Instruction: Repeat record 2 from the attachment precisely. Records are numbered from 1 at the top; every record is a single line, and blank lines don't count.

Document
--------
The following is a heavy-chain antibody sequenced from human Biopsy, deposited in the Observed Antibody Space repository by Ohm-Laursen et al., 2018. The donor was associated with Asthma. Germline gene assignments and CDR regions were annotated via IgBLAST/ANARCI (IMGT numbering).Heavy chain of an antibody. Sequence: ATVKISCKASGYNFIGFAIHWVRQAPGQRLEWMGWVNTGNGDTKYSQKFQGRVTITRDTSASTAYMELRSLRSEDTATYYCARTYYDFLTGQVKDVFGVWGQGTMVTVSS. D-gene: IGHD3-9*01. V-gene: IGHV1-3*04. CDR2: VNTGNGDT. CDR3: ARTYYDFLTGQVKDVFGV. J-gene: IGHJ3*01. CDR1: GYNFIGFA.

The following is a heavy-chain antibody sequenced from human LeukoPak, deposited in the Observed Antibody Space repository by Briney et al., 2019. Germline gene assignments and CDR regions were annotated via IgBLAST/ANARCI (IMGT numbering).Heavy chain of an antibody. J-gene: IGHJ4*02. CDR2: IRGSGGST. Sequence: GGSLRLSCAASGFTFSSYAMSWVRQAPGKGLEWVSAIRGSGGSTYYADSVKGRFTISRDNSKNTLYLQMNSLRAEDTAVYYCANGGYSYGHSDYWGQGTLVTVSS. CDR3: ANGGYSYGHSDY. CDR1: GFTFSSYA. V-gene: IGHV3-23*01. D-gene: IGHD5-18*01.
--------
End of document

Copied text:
The following is a heavy-chain antibody sequenced from human LeukoPak, deposited in the Observed Antibody Space repository by Briney et al., 2019. Germline gene assignments and CDR regions were annotated via IgBLAST/ANARCI (IMGT numbering).Heavy chain of an antibody. J-gene: IGHJ4*02. CDR2: IRGSGGST. Sequence: GGSLRLSCAASGFTFSSYAMSWVRQAPGKGLEWVSAIRGSGGSTYYADSVKGRFTISRDNSKNTLYLQMNSLRAEDTAVYYCANGGYSYGHSDYWGQGTLVTVSS. CDR3: ANGGYSYGHSDY. CDR1: GFTFSSYA. V-gene: IGHV3-23*01. D-gene: IGHD5-18*01.